He is free. He is free. He is free…

And so begins the long journey home…

I wasn’t due to make a trip north this Christmas.

I wasn’t due to see the snow.

I wasn’t due to travel.

And I knew the next time I did venture home, would likely be to say a final goodbye.

So here I am, on my way to say the final farewell.

Each time I’ve seen my Dad over the last few years, I’ve said my goodbyes.

I’ve told him it was okay to let go,

I’ve told him that I love him,

I’ve told him that he was tough, and he did us “Smith’s” proud.

I’ve told him I love him, and he is the best Daddy a girl could ask for.

I’ve told him I will be with him always, and I am okay.

I’ve told him I am strong.

So what do I say this time?

As I ready to board my flight and I reflect on all the years I’ve flown home to see my parents, I can’t help but realize that this is the first time a plural is hyperbole.

Parents has become parent.

In finality and permanence, his last breath has been taken.

And with a final exhale my Dad has found peace.

With one last heartbeat his body finally rests.

His mind finally freed from confusion.

So I contemplate. What do I say?

I don’t know.

I love you Daddy.

I wish you’d met Ruby. Like really met her.

In a way that you could appreciate the fire and mischief that fuels her spirit.

And I wish you could have known Brooklyn. Like really known her.

In a way that you could appreciate her thoughtful, caring, creative nature.

I wish you could have seen the marriage Kibwe and I have built together. Like really felt the love we’ve built, as partners, as parents, as best friends and as lovers.

I wish you could have seen my short hair. I think you would have scoffed and said “what’s this?” In a disapproving, yet playful manner.

I wish you could have taken me hunting.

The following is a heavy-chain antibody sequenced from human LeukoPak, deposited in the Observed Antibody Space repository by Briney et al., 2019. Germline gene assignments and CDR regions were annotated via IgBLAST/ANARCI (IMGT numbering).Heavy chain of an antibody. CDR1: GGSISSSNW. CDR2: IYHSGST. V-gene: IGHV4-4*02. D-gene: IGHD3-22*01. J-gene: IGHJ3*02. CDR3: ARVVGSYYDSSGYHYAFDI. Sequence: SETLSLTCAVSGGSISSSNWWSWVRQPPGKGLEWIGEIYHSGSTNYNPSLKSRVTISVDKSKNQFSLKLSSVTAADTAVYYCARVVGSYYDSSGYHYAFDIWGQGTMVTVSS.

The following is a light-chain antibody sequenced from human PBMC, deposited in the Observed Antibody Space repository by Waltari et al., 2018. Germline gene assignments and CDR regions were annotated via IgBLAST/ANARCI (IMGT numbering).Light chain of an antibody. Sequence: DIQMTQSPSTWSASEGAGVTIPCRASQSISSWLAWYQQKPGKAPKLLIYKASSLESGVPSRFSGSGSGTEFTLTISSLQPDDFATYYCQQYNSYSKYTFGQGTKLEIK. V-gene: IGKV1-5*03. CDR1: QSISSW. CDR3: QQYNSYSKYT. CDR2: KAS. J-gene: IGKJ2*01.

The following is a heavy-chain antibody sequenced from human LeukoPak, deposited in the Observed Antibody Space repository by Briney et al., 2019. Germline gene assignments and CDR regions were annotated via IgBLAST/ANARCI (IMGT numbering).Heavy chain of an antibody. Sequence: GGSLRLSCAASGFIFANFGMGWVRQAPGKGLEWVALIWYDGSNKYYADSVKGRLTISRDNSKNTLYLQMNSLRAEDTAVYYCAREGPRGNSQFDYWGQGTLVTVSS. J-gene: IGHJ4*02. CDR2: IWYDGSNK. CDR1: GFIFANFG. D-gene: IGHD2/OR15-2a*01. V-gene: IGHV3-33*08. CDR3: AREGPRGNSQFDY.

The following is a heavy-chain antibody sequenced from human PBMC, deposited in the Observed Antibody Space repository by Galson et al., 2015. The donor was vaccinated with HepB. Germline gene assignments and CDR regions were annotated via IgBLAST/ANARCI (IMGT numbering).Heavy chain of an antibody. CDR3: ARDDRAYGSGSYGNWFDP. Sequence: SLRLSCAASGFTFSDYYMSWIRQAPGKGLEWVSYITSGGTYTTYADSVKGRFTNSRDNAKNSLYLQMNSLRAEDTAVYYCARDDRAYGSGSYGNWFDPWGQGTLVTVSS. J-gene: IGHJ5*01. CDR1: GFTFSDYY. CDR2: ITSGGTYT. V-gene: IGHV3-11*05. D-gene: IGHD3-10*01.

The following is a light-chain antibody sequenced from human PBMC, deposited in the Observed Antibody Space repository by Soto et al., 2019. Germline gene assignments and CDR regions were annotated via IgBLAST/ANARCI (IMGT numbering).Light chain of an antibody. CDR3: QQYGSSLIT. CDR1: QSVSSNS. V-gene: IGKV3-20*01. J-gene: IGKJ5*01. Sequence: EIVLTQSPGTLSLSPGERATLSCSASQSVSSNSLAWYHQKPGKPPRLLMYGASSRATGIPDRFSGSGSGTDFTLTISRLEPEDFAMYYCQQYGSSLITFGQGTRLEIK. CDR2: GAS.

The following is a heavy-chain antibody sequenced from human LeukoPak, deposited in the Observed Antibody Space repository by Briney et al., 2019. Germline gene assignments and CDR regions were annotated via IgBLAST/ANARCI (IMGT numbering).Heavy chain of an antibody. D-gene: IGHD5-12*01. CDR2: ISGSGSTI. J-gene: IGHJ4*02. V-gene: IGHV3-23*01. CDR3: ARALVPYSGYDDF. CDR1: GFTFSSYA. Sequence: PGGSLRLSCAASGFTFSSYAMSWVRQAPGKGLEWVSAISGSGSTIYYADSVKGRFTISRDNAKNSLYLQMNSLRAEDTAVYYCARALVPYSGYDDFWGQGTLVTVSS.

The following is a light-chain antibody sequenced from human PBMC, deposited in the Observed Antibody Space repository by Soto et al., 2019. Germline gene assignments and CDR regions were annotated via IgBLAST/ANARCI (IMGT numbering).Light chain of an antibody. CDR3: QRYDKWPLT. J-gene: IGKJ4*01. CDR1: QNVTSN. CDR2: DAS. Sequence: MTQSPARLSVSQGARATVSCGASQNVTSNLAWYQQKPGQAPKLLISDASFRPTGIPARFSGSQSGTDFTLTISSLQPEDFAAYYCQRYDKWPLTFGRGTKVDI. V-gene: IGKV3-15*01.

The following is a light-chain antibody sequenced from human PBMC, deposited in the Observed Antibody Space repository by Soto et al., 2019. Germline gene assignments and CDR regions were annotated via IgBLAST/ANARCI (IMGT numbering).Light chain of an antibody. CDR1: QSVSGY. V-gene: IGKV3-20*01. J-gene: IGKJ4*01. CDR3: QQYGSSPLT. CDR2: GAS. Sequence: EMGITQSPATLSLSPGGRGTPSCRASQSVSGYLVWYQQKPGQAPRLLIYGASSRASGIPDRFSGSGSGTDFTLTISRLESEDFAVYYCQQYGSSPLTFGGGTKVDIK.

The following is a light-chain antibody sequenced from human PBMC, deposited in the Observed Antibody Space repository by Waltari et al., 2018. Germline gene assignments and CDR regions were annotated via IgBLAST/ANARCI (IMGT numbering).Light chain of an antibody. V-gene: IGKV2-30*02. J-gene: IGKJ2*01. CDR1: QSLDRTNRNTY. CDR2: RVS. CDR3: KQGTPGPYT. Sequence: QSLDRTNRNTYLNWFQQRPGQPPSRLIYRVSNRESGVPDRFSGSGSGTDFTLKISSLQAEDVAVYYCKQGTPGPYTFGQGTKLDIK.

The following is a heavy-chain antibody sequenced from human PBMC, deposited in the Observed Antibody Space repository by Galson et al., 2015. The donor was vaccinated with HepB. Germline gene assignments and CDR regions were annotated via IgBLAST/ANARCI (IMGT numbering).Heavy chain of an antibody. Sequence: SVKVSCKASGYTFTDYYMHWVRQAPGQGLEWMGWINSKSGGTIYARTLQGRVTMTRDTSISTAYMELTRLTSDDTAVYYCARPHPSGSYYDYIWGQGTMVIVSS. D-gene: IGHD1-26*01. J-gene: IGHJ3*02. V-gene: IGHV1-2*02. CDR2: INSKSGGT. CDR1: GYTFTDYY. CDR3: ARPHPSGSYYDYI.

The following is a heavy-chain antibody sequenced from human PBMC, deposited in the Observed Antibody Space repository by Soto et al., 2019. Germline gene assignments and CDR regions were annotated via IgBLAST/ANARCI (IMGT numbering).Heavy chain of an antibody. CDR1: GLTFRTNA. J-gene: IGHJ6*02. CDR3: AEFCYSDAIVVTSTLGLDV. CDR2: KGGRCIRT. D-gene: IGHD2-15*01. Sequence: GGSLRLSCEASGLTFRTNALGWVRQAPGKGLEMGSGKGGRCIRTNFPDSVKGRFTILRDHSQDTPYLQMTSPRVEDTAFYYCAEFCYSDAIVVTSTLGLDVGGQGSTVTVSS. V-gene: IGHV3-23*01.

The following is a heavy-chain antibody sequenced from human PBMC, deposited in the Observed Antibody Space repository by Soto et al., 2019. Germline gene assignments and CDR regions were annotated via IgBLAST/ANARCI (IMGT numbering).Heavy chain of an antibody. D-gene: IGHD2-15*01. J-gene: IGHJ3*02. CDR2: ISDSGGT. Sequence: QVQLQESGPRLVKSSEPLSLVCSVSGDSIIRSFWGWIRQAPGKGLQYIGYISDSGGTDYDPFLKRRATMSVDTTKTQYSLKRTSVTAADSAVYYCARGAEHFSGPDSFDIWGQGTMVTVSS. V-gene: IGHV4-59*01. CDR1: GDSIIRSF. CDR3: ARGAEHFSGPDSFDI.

I wish I had more time with you, since I’ve been the most like me.

I wish I got to know you better. Got to hear more stories.

But the thing I know to be true is, I still see you Dad. I see you everywhere.

I see you when I look to Dale and see his devilish grin, knowing he’s up to something.

I see you in Riley when he smiles with boyish charm.

I see you in Paige, the playful prankster with a kind nature for good fun.

I see you in Brooklyn when she raises her eyebrows at something surprising.

I see you in Ruby when her eyes twinkle with mischief and omnipotence.

I see you in the mirror, when I look into the icey depths of my own hooded eyes.

I thank you Dad. Your life and your death have been a tool for transformation in my life.

You taught me to be who I am. Authentically.

You taught me to say what you mean, and do what you say.

You taught me that sometimes you have to fight. Whether figuratively or literally.

You taught me to not take shit from anybody.

You taught me how to have fun and play.

You taught me a great love for a mountain peak and a pet.

You taught me to observe the world around me, and all the beauty that it holds.

You taught me presence.

A constant endeavour.

For years your memory has been filled with the weight of your current reality.

Finishing your days in startling contrast to how you lived your life.

That weight has lifted.

I’m filled with gratitude that you have found peace.

I’m filled with gratitude that you have been freed from your prison.

I’m filled with gratitude to have known and been raised by you.

It was my honour and my privilege.

I could be bitter that you ended in such a cruel fashion, but instead

I’m filled with gratitude that your fate sent me on a purposeful path that fills my life with great meaning.

As I fly across the sky, I look down on the mountains. It’s been too long.

Too long since I’ve been greeted by these white capped mammoths.

They rise from the ground with immensity and grace. Much like you…

And all I can think is…

They don’t make them like my Dad anymore. He was grown in the great white North. Not knowing plumbing or concrete sidewalks until his mid teens.

He was raised where the winter solstice saw no light, and the summer solstice saw no dark.

He flew planes, and raced cars and motorbikes.

He disappeared into the backcountry for weeks and returned with a beard and some wild game.

He was a pioneer of the Canadian tuxedo.

He worked pipeline and told stories of daring fights and wild nights.

He worked as long as the daylight still shone, and when it was cold

He would warm his icy hands on whomever he could catch first.

He could talk to anyone, anywhere exuding charm and charisma, including dogs, and horses, and cows, and even grizzlies, and